At any point of the digital transition,…
Apple today launched the “Restore Fund,” a “initial pollution reduction programme” that would invest in forestry projects to extract carbon from the environment while also providing positive returns to investors. According to Apple, the $200 million fund, which was initiated in collaboration with Conservation International and Goldman Sachs, seeks to extract at least 1 million tons of CO2 from the atmosphere per year.
Its viable financial concept seeks to boost spending in forest conservation through the amount of fuel used by more than 200,000 passenger vehicles, and it is equal to the amount of fuel used by more than 200,000 passenger cars.
This effort is part of Apple’s goal to achieve carbon neutrality across the entire “value chain” by 2030, according to the company. By 2030, Apple expects to remove 75 percent of its supply chain and commodity pollutants directly, with the fund assisting in the removal of the remaining 25 percent of Apple’s emissions from the atmosphere.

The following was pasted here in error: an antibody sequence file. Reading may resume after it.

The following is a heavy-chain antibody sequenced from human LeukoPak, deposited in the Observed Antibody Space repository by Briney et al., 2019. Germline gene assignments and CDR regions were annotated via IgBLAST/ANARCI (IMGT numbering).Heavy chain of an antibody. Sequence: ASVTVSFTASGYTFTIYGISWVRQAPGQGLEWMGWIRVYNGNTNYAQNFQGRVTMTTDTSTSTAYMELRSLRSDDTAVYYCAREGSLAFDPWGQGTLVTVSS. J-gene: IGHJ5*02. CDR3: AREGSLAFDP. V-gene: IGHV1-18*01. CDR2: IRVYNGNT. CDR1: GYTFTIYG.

Nature offers some of the most effective methods for removing emissions from the atmosphere. Forests, lakes, and grasslands absorb carbon from the environment and preserve it in dirt, roots, and branches for the long term. Apple and its partners hope to foster broader reforms in the future by building a fund that will produce both economic returns and a tangible and observable carbon impact: to stimulate investment in carbon reduction on a global scale. Simultaneously, it is hoped that all actors will share these goals and devote money to help sustain and secure important habitats.
Apple and Conservation International collaborated with local Kenyan conservation groups to conserve degraded savanna in the Chyulu Hills district as part of this programme. According to Apple, restoring the savannah could extract hundreds of millions of tons of carbon from the atmosphere per year if comparable activities are promoted across Africa.